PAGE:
Of course, the causes of some defects are more obvious than others. Excess material, or flash, in an injection-molded product normally indicates an issue with the mold. Defects found in products manufactured primarily with manual labor, in particular, are normally fairly easy to diagnose, such as untrimmed threads on a garment. But you’ll generally need help from an engineer to troubleshoot more complex production processes.
Contrary to what many importers believe, root cause analysis is outside the scope of a typical third-party inspection.
Instead, you may need an engineer to visit the factory and perform what’s called a process audit. During a process audit, an engineer can investigate any part of the factory’s production line, from looking at raw materials during incoming quality control, to manufacturing and packaging the finished goods.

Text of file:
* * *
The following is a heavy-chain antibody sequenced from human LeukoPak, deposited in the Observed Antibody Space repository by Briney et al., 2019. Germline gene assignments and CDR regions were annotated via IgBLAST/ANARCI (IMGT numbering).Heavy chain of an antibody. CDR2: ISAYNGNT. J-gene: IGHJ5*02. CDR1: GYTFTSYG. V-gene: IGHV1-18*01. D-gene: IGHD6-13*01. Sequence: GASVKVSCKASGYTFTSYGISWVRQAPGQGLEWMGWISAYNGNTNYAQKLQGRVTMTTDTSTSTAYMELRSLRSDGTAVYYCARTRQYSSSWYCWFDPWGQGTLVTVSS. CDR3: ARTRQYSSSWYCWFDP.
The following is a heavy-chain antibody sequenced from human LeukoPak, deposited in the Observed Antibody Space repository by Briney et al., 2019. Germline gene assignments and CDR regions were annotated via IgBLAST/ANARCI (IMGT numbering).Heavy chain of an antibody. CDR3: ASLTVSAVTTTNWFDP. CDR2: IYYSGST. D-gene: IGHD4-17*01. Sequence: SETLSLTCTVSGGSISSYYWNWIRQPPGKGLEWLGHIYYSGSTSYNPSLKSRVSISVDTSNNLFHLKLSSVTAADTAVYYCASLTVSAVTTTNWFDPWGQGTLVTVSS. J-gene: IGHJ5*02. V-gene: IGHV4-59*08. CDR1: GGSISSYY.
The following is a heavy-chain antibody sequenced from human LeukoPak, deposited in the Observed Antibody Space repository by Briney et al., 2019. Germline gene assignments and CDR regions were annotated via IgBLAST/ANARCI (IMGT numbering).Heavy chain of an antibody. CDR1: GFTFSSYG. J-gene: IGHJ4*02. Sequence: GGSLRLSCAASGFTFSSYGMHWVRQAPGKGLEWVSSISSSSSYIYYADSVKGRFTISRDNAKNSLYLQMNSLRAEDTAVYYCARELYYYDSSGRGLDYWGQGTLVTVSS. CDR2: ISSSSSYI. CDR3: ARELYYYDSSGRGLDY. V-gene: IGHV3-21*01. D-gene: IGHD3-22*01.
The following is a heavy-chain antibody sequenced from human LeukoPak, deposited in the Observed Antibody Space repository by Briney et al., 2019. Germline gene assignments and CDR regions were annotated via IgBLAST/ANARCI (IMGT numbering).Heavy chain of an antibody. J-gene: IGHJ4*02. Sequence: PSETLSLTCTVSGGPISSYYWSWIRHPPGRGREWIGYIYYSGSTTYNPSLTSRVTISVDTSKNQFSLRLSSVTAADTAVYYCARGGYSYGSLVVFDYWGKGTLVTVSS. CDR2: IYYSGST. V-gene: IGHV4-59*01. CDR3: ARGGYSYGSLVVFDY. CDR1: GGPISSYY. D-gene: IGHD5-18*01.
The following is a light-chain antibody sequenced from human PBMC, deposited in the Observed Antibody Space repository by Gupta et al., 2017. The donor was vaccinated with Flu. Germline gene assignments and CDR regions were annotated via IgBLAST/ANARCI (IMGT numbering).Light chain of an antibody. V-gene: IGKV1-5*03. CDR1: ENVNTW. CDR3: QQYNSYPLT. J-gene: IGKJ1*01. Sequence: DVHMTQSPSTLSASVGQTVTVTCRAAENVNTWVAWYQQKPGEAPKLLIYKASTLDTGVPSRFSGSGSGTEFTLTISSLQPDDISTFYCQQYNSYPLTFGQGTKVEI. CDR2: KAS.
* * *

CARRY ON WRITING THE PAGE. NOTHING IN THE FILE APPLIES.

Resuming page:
In one case, an importer of wood molding found a high incidence of warping in the product, a defect resulting in customer returns. Product inspectors were able to measure the moisture content of the wood and report on units affected by warping. But inspection alone couldn’t identify the root cause of the warping, due to the number of processes involved, such as:
A process audit was needed to investigate each production area in isolation and determine the cause of the warping issue.